Power and Runtime
The i5T EOS runs on a single AA cell. Lithium-ion is not supported, but all 1.5V types are. I tested exclusively with an IKEA LADDA. Here’s a runtime on the higher mode. Low voltage protection is not seen, but the output does drop down very low, which will be noticeable. There’s a timed stepdown after 3 minutes, to “50%” which should be 150 lumens.
I didn’t do a runtime test on Low, because that’s estimated at 20 hours. And it’s not from lack of willingness – it’s from lack of my computer’s ability to process an excel file that large. So apologies there.
No LVP was seen when testing with a bench power, either. The light does shut off at 0.4V but not electrically.
Modes and Currents
|Mode||Mode Claimed Output (lm)||Claimed Runtime||Measured Lumens||Tailcap Amps|
Pulse Width Modulation
There’s something on Low, but not PWM. Just sawtooth, and I didn’t find it to be noticeable. It’s very fast.
For reference, here’s a baseline shot, with all the room lights off and almost nothing hitting the sensor. Also, here’s the light with the worst PWM I could find. I’m adding multiple timescales, so it’ll be easier to compare to the test light. Unfortunately, the PWM on this light is so bad that it doesn’t even work with my normal scale, with is 50 microseconds (50us). 10ms. 5ms. 2ms. 1ms. 0.5ms. 0.2ms. In a display faster than 0.2ms or so, the on/off cycle is more than one screen, so it’d just (very incorrectly) look like a flat line. I wrote more about this Ultrafire WF-602C flashlight and explained a little about PWM too.
User Interface and Operation
There’s a single switch on the i5T EOS. It’s a proud rubber cover mechanical clicky on the tail. It has an extremely good feel. It seems a bit unusual in that it seems to have hard sides with an internal soft stippled contact point. The hard sides make the action very smooth, and the stippled center bit make it easy to grip.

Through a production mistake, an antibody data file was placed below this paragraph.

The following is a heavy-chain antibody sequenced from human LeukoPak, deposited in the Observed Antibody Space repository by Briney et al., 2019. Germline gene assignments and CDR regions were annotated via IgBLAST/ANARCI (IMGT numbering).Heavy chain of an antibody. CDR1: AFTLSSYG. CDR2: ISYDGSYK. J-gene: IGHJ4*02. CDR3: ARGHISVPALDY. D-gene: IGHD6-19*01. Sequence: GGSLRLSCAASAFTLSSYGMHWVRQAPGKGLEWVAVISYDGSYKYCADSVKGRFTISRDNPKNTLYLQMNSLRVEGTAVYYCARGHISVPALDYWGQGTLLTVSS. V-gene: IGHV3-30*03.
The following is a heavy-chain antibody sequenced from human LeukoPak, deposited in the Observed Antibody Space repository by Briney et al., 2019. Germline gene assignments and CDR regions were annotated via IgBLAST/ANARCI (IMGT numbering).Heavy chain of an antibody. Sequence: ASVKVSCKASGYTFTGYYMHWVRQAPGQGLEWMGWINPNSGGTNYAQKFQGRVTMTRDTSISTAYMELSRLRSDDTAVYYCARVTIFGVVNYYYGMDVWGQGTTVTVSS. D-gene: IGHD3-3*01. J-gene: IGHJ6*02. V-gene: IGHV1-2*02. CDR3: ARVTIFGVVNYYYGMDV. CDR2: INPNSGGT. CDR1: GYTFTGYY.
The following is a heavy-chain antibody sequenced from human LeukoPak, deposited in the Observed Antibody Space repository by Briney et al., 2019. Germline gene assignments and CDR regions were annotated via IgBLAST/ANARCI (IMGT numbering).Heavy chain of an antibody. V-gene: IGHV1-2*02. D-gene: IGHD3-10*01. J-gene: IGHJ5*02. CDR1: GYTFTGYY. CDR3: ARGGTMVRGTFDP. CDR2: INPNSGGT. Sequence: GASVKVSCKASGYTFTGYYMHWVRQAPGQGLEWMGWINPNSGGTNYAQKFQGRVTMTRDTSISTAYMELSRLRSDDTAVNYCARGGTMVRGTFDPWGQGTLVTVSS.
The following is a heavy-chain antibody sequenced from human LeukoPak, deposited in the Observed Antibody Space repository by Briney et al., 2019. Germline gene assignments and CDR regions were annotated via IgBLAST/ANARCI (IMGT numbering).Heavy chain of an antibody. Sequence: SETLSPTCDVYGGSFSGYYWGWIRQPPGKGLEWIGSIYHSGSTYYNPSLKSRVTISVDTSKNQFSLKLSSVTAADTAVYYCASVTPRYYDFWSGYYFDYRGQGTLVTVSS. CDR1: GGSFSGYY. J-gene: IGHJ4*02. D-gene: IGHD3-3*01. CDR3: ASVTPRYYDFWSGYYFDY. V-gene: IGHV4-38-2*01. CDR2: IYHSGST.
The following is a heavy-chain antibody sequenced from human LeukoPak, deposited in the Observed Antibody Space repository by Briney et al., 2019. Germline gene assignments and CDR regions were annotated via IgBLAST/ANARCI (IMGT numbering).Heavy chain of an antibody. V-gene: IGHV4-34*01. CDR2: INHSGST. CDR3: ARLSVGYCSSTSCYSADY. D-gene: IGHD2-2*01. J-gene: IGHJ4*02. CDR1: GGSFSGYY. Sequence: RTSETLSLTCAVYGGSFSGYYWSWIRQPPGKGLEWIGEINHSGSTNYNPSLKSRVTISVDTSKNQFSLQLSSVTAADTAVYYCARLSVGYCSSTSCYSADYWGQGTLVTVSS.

Here’s a UI table!
|On (more than 2s)||Click||Off|
|On (less than 2s)||Click||High|
LED and Beam
I can’t find it in the literature but based on searches on the web this is an Osram P9 emitter. The light uses a TIR and has a beam with mostly spot and a little spill.
These beamshots are always with the following settings: f8, ISO100, 0.3s shutter, and manual 5000K exposure.
Tint vs BLF-348 (KillzoneFlashlights.com 219b version) (affiliate link)
I keep the test flashlight on the left, and the BLF-348 reference flashlight on the right.
I compare everything to the Killzone 219b BLF-348 because it’s inexpensive and has the best tint!
What I like
- Good build quality
- Very simple UI
- Switch cover is surprisingly great
- Reeding on the tailcap makes for easy grip
- Copper bit in the tailcap? is probably relevant for some electrical reason but it adds a nice heft to the light, in any case.
What I don’t like
- Osram P9 – there’s probably a better choice for this light than the P9.
- An extra mode wouldn’t hurt my feelings
- This light was provided by Olight for review. I was not paid to write this review.